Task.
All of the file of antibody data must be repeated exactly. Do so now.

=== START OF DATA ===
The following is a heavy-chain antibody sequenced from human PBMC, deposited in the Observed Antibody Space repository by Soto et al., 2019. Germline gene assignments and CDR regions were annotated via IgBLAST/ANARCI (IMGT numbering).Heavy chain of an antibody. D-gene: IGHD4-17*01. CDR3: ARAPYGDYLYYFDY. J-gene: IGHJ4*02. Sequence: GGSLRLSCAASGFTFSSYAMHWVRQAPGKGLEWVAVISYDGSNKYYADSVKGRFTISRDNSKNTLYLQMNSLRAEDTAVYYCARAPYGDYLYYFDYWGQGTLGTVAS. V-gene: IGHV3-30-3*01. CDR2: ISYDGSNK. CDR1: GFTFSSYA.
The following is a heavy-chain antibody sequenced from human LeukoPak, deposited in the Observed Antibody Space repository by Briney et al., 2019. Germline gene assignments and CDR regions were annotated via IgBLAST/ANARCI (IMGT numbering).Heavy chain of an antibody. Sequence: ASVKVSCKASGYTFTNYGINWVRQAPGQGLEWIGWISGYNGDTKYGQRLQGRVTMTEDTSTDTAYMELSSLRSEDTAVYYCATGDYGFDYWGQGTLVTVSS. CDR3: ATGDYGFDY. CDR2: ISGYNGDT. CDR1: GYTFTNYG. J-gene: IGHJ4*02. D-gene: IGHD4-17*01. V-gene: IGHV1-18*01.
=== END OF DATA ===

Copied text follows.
The following is a heavy-chain antibody sequenced from human PBMC, deposited in the Observed Antibody Space repository by Soto et al., 2019. Germline gene assignments and CDR regions were annotated via IgBLAST/ANARCI (IMGT numbering).Heavy chain of an antibody. D-gene: IGHD4-17*01. CDR3: ARAPYGDYLYYFDY. J-gene: IGHJ4*02. Sequence: GGSLRLSCAASGFTFSSYAMHWVRQAPGKGLEWVAVISYDGSNKYYADSVKGRFTISRDNSKNTLYLQMNSLRAEDTAVYYCARAPYGDYLYYFDYWGQGTLGTVAS. V-gene: IGHV3-30-3*01. CDR2: ISYDGSNK. CDR1: GFTFSSYA.
The following is a heavy-chain antibody sequenced from human LeukoPak, deposited in the Observed Antibody Space repository by Briney et al., 2019. Germline gene assignments and CDR regions were annotated via IgBLAST/ANARCI (IMGT numbering).Heavy chain of an antibody. Sequence: ASVKVSCKASGYTFTNYGINWVRQAPGQGLEWIGWISGYNGDTKYGQRLQGRVTMTEDTSTDTAYMELSSLRSEDTAVYYCATGDYGFDYWGQGTLVTVSS. CDR3: ATGDYGFDY. CDR2: ISGYNGDT. CDR1: GYTFTNYG. J-gene: IGHJ4*02. D-gene: IGHD4-17*01. V-gene: IGHV1-18*01.